George Marsh started from humble beginnings, worked diligently all his life and ended up a Commissioner of the Navy. In the 1700s the Royal Navy made great strides and by the early 1800s had established itself internationally as the undisputed ruler of the waves. For those intelligent individuals involved in making all this happen, it was a time when fame and fortune could come very rapidly. George Marsh was not one of the great military leaders who achieved a high public profile. He was an administrator, who steadily helped to make the wheels of the great navy machine turn faster and more efficiently.
We know a lot about George Marsh because in his later years he wrote a diary of his life, the content of which he notes as being intended for the benefit of his children and descendants. His diary is well written and in addition to a lot of family items he also documents some of his dealings at the Navy Office.
His diary starts with a series of short pieces about his ancestors and various relatives; his grandfathers, Francis Marsh and John Milbourne, his cousin Milbourne Warren, his nephew John Marsh and his niece Elizabeth Crisp. He then goes on to cover his own life.
George starts his story as a boy in 1735 when he was on his father's ship the Nowark, flagship of Sir George Walton. Sir George appears to have taken quite a shine to this young 12 year old and takes him on many of his visits in the Portsmouth area.
In 1737, aged about 15, George Marsh was made an apprentice to Mr Charles Middleton, a Petty Officer in Chatham Dockyard. George spent 6 years learning all about the construction and maintenance of large navy ships.
In 1745 George managed to make a good step up the ladder by securing a job as a clerk with Commissioner Whorwood at Deptford. This was very quickly followed by a job with Mr Clevland Clerk of the Acts of the Navy. George was employed in collecting and making a calculation of the expense of Queen Ann's War with Spain. He completed this in four months to everyone's satisfaction and as a result was then made an 'Extra Clerk' to Captain Richard Haddock, Comptroller of the Navy, in his office for bills and accounts.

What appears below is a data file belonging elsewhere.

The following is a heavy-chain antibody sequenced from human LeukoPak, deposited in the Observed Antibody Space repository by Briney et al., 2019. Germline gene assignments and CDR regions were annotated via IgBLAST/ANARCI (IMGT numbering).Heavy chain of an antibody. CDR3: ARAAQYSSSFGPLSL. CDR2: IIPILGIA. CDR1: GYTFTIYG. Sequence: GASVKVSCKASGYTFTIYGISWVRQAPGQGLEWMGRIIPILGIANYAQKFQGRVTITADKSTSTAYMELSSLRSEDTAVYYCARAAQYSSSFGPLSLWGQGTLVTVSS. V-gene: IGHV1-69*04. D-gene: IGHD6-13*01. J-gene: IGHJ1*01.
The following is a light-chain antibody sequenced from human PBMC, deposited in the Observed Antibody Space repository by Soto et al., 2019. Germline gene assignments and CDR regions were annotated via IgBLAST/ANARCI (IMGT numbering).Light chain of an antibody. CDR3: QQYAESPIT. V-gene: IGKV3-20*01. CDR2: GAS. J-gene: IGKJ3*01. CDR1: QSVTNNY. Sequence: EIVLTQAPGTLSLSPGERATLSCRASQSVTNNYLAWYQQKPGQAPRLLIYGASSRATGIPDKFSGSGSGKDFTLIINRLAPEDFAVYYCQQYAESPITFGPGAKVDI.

Unfortunately, just as George was starting to meet all the right people, there was a general downturn. His job as a clerk came to an end but after some perseverance, he managed to get a job measuring and scaling timber being bought by the navy for use in shipbuilding. He did this for a few years until 1750 when he again managed to get a job as a Clerk, this time in the office for bills and accounts working for Savage Mostyn the Comptroller of the Navy.
Once again George was meeting all the right people and he was being recognised as someone who could get things done. Admiral Matthews had recommended him to Sir Arthur Scott, a Commissioner of the Navy, and he in turn had recommended him to John Perceval, Earl of Egmont. George managed to sort out a rather complicated business in getting payments made to naval widows who resided in the Earl of Egmont's constituency. The Earl of Egmont was very grateful, and their paths were to cross again some years later.
Around this time, in parallel with this public job, George had also gone into business supplying goods and services to the navy. This business had ups and downs with various partners, initially with Pentecost Barker and then later with Henry Creed and eventually with George's son William Marsh. He also had as a partner Edward Ommaney but this particular partner did not work out very satisfactorily. In general, the business progressed and eventually made George a very rich man.
In 1757 Capt James Gilchrist appointed George as Agent to arrange the selling of prizes (ships which Capt Gilchrist had taken from the enemy). More contracts for handing prize ships were to follow and eventually George Marsh's company was handling such a large amount of money that it became a bank in its own right.
In 1763 the Earl of Egmont was appointed First Lord of the Admiralty and shortly after he appointed George Marsh as a Commissioner for Victualling and in 1772 George became a full Commissioner of the Navy.
For the next 28 years, right up until he death in 1800 at age 78, George Marsh was at the top of his profession meeting the King and the Prime Minister and being in daily contact with all of the top men in the Navy. For more details see his diary.
George also had what would appear to have been a reasonably happy family life. He married Ann Long in 1750 and the marriage lasted 34 years until her death in 1784. They had four children. Two died young. The eldest George lived a rather unwholesome life and died aged about 41. The other child William Marsh had a remarkably privileged life and appears to have certainly made the most of the family fortune that his father had built up for him.
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George died in 1800 and is buried in the family Church of St Mary Magdalene, Gillingham, Kent. In addition to a memorial tablet inside the church there is also a stained glass window located on the north side of the church.